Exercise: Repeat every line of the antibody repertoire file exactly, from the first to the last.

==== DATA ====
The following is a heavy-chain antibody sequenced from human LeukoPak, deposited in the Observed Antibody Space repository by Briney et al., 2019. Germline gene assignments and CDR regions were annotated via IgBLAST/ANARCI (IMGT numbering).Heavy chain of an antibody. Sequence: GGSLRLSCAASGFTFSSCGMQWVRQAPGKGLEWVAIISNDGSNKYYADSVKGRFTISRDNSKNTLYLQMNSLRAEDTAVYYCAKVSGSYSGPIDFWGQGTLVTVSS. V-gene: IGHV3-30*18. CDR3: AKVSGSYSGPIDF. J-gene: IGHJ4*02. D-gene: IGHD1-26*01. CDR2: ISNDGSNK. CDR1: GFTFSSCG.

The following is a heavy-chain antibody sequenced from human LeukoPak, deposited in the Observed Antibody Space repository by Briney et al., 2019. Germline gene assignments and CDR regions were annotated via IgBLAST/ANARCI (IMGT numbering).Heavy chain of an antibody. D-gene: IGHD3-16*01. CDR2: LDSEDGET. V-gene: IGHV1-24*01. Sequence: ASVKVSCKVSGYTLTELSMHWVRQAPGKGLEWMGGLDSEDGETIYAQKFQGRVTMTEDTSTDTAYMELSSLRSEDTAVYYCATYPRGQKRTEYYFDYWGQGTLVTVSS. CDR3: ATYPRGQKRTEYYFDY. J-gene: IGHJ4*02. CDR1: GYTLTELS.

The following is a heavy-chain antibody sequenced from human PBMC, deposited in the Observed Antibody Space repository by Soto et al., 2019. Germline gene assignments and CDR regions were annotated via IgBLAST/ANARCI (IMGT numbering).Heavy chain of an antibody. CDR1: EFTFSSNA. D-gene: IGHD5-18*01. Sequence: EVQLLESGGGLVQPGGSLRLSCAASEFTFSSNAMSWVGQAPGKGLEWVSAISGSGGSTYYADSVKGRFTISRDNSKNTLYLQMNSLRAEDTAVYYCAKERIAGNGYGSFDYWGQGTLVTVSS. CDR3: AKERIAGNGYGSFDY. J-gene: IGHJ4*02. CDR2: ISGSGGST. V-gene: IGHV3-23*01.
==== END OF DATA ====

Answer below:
The following is a heavy-chain antibody sequenced from human LeukoPak, deposited in the Observed Antibody Space repository by Briney et al., 2019. Germline gene assignments and CDR regions were annotated via IgBLAST/ANARCI (IMGT numbering).Heavy chain of an antibody. Sequence: GGSLRLSCAASGFTFSSCGMQWVRQAPGKGLEWVAIISNDGSNKYYADSVKGRFTISRDNSKNTLYLQMNSLRAEDTAVYYCAKVSGSYSGPIDFWGQGTLVTVSS. V-gene: IGHV3-30*18. CDR3: AKVSGSYSGPIDF. J-gene: IGHJ4*02. D-gene: IGHD1-26*01. CDR2: ISNDGSNK. CDR1: GFTFSSCG.

The following is a heavy-chain antibody sequenced from human LeukoPak, deposited in the Observed Antibody Space repository by Briney et al., 2019. Germline gene assignments and CDR regions were annotated via IgBLAST/ANARCI (IMGT numbering).Heavy chain of an antibody. D-gene: IGHD3-16*01. CDR2: LDSEDGET. V-gene: IGHV1-24*01. Sequence: ASVKVSCKVSGYTLTELSMHWVRQAPGKGLEWMGGLDSEDGETIYAQKFQGRVTMTEDTSTDTAYMELSSLRSEDTAVYYCATYPRGQKRTEYYFDYWGQGTLVTVSS. CDR3: ATYPRGQKRTEYYFDY. J-gene: IGHJ4*02. CDR1: GYTLTELS.

The following is a heavy-chain antibody sequenced from human PBMC, deposited in the Observed Antibody Space repository by Soto et al., 2019. Germline gene assignments and CDR regions were annotated via IgBLAST/ANARCI (IMGT numbering).Heavy chain of an antibody. CDR1: EFTFSSNA. D-gene: IGHD5-18*01. Sequence: EVQLLESGGGLVQPGGSLRLSCAASEFTFSSNAMSWVGQAPGKGLEWVSAISGSGGSTYYADSVKGRFTISRDNSKNTLYLQMNSLRAEDTAVYYCAKERIAGNGYGSFDYWGQGTLVTVSS. CDR3: AKERIAGNGYGSFDY. J-gene: IGHJ4*02. CDR2: ISGSGGST. V-gene: IGHV3-23*01.